Michael Hedges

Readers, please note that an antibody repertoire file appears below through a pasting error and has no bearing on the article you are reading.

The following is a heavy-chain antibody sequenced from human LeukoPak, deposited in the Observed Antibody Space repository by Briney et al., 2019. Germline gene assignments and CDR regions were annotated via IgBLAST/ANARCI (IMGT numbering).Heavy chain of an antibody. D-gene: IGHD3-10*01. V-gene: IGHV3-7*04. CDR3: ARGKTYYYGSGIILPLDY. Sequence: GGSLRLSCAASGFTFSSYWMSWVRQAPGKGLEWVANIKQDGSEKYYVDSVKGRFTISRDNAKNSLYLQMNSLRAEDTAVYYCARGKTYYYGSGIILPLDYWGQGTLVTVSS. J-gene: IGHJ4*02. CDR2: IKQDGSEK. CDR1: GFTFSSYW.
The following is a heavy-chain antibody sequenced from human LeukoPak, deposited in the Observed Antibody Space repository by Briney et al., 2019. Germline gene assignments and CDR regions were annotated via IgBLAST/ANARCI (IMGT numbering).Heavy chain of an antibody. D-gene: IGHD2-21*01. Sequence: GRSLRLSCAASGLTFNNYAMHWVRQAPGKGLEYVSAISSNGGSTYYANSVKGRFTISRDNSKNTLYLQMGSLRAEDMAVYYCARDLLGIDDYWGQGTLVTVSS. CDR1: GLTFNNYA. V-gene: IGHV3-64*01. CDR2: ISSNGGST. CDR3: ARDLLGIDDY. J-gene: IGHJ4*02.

Michael Alden Hedges was an American composer and acoustic guitar player. He died December 31, 1953. Hedges’ musical journey began in Enid in Oklahoma. He experimented with many instruments before settling on guitar and flute. He enrolled at Phillips University, Enid, to learn classical guitar and, more importantly, to learn from his composer mentor, E. J. Ulrich. Hedges became a Peabody Conservatory composition major in Baltimore, Maryland. He combined his classically-trained musical background with some unusual techniques to play the steel-string acoustic. Hedges was a versatile performer and covered many musical styles. During his time at Peabody, Hedges was able to make ends meet singing and playing in bars and restaurants throughout the Baltimore Metro. He played the electric guitar and flute in a jazzy folk band called Lotus Band from 1976 to 1977. He then left that group to perform solo acoustic. He made plans to go to Stanford University to study music in 1980. William Ackerman, who saw Hedges perform at The Varsity Theater of Palo Alto in February 1981, signed Hedges to a recording deal on the Windham Hill label. Mindy Rosenfeld, a flautist, was his wife. Hedges divorced her in the late 1980s. Hedges’s first recordings for Windham Hill, Breakfast in the Field and Aerial Boundaries, were landmarks in the history of the acoustic guitarist. He almost exclusively wrote in alternate tunings. The Ken DuBourg guitar was used for his early recordings. Most of the songs on ‘Breakfast in the Field” were recorded using the Martin D-28 “Barbara”. He used slap harmonics (created when the strings are slapped over a harmonic node), right hand hammering-ons (especially on bass notes), and left hand hammering-ons and pull-offs. He was also a big fan of string damping, which is used in classical guitar. He was also known for insisting on the exact duration of sounds and silences within his pieces. He also enjoyed guitar-variants such as the TransTrem Guitar and the Harp Guitar (an instrument that has additional bass strings). He was a multi-instrumentalist, playing piano, percussion, tin whistle, harmonica, and flute, among others on his albums. Nearly all of Hedges’ records were recorded by Michael Manring, the bassist. Hedges was frustrated that his published work only reflected his artistic output. Hedges convinced Windham Hill in 1985 to release Watching My Life Go By. This 1985 studio recording features Hedges’ vocal originals, which were recorded over five years. These songs were often performed at Hedges concerts prior to the release of the album. The fourth album, called Live on the Double Planet, is a compilation of 40 recordings from his live concerts from 1986 to 1987. Hedges was able to release his albums with both vocal and instrumental tracks, which is something he would not have done if it weren’t for record label initiatives. Hedges was influenced by many different genres and had many influences. Hedges’ musical education was based largely on 20th-century composition. Martin Carthy, John Martyn and the Beatles were his musical influences, but his compositional approach was influenced by Igor Stravinsky and Edgard Varese as well as experimental composers like Morton Feldman and Anton Webern. He viewed himself as a composer who plays guitar rather than a musician who composes music. Because of his association to the Windham Hill recording label, he was often called a “new-age musician”. In response to this, he described his music as “Heavy Mental”, “New Edge”, “Acoustic Thrash”, or “Deep Tissue Gladiator Guitar”, among other terms. Hedges briefly toured as a co-bill performer with Leo Kottke. These shows featured solo performances by Kottke, Hedges, and as a finale, a few duets, including Kottke’s “Doodles” with Hedges playing a high strung parlor guitar. Hedges, 43, died in a car accident on State Route 128 in Mendocino County near Boonville in late 1997. This is about 100 miles (160km) northwest San Francisco. Hilleary Burgess his manager, said that he was returning from a Thanksgiving visit to Long Island to drive home to San Francisco International Airport. His car was seen skidding down a precipitous S-curve, and then down a 120-foot (37m) cliff. Hedges was thrown out of his car and died almost instantly. Hedges’ body was discovered a few days later. His 1998 Grammy Award for Best New Age Record was won by his record Oracle. With the help of Hilleary Burgess, his ex-manager and the friends Graham Nash, Hedges’ last recordings were completed in Torched. Wikipedia

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